Note; This post was originally published on May 15, 2008 and updated updated on January 16, 2009. Click here to read the update. This has remained one of the most frequently read posts on this blog.
When all the controversy about Vytorin hit the popular press in January 2008, patients immediately began calling my office for more information. They are asking a lot of good questions. They want to know whether they should stay on the drug or stop it; whether it is doing them any good – or more importantly, whether it is doing them any harm. I’m going to try to explain what the controversy is all about and give you some information that will help you figure out what to do.
The Vytorin Controversy One Year Later - An Update
On January 8, 2009, the FDA issued the following safety review of Vytorin and concluded: “patients should not stop taking Vytorin or other cholesterol lowering medications and should talk to their [health provider] if they have any questions about these medications.”
Dear patient, you have been drawn into a medical slugfest that is being fought among leading cardiologists, so what are you to do? Read my prior post to get some background on the Vytorin controversy and then read this post to see where we are one year later.
The U.S. Preventive Task Force Services (USPTF) has recommended that screening mammograms were no longer routinely required for women in their 40s and that self-breast exam is no longer advised. What!? Is this just cost-cutting or is this good medicine? Read this post to learn more.
It Is a Mistake to Call a Nurse Practitioner a Nurse
I do not like it when people call me a Nurse. I liked it when I was a Nurse, but for more than 17 years now I’ve been a Nurse Practitioner. The two titles are NOT interchangeable and the duties and responsibilites are NOT the same.
As a Nurse Practitioner I’m often asked “What should I call you?“. Doctors are addressed as “Doctor”, but if your doctor is a Nurse Practitioner, how should you address that person? Read this post to brush up on the correct titles for different types of nurses. Your nurses will love you for knowing who we are and what we do!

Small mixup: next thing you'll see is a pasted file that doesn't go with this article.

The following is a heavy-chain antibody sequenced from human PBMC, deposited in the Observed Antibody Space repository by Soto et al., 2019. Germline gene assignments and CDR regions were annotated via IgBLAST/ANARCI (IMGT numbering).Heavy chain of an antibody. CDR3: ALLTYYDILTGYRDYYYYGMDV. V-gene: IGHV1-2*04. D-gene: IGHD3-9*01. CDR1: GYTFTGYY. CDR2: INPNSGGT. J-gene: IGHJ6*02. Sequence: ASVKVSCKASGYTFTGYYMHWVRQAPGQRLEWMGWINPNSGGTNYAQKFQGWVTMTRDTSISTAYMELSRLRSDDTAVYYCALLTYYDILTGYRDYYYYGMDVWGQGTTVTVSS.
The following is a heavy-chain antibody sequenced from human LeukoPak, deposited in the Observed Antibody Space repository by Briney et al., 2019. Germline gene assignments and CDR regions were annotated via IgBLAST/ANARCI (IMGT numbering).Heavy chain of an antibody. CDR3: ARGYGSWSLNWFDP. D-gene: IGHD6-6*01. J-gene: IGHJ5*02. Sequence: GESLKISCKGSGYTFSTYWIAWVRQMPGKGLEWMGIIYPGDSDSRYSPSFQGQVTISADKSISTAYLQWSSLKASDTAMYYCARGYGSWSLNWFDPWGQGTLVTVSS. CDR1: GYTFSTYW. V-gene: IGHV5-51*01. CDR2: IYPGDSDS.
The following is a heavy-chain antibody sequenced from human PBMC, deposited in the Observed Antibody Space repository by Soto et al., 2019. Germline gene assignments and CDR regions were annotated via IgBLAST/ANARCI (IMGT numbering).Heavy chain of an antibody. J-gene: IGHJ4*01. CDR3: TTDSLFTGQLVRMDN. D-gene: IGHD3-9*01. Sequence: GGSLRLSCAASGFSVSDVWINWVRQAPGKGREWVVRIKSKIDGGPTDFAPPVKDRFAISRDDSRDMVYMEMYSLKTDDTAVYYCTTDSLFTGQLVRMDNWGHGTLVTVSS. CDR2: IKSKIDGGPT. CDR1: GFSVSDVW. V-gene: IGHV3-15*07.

Access denied: Florida lawmakers and doctors silence NPs - again
Florida is one of only two states in the country to restrict NP prescriptive authority for controlled substances. Florida is also the “pill mill” capital of the country. Seven Floridians die every day from controlled drugs prescribed by Florida physicians.
It is past time to bring the responsible medical community, including NPs, together to enable the use of these drugs properly and appropriately. It is past time to aggressively seek out and punish those physician rogues whose small numbers have caused such an enormous and deadly problem in Florida.
It is not Florida’s NPs but a small number of Florida’s licensed physicians who are the problem. Restricting NP practice will not solve a problem caused by physicians.
Watch this 3 minute YouTube video by NP Jana Esden who (silently) shows how Florida’s lawmakers and physicians have ignored the advice of experts and used politics to restrict patients’ access to care by restricting nurse practitioners’ practice and prescriptive authority in the state.
Florida citizens are being denied access to safe, proven quality health care by NP medical providers. Please write your lawmakers to protest these outdated restrictive laws that are hurting all Floridians.
These are trying times - wars overseas and terrorist threats at home, a miserable economy, a health care system in crisis and Washington politicians behaving with more pettiness and self-interest than squabbling two year olds – well, it’s just plain disheartening.
This week a patient of mine lumped Haiti’s problems in along with all those others I just mentioned but I begged to differ. Haiti is neither a governmental nor political problem – it is a humanitarian one. It is not our governments’ problem to solve, it is our own as individuals. We can save Haiti by not giving up on her. Read this post to see how.
Flu and Pneumonia Shots 2012 – Questions & Answers
It’s getting to be that time of year. Time to think about getting your flu shot and (for some) updating your pneumonia vaccination. I always get a lot of questions from patients this time of year. Do I need a flu shot? (The answer is “yes”.) When should I get it? Do I need a pneumonia shot? How often?
In this post I’ve answered those questions according to the CDC’s (Centers for Disease Control and Prevention) current 2012 recommendations.
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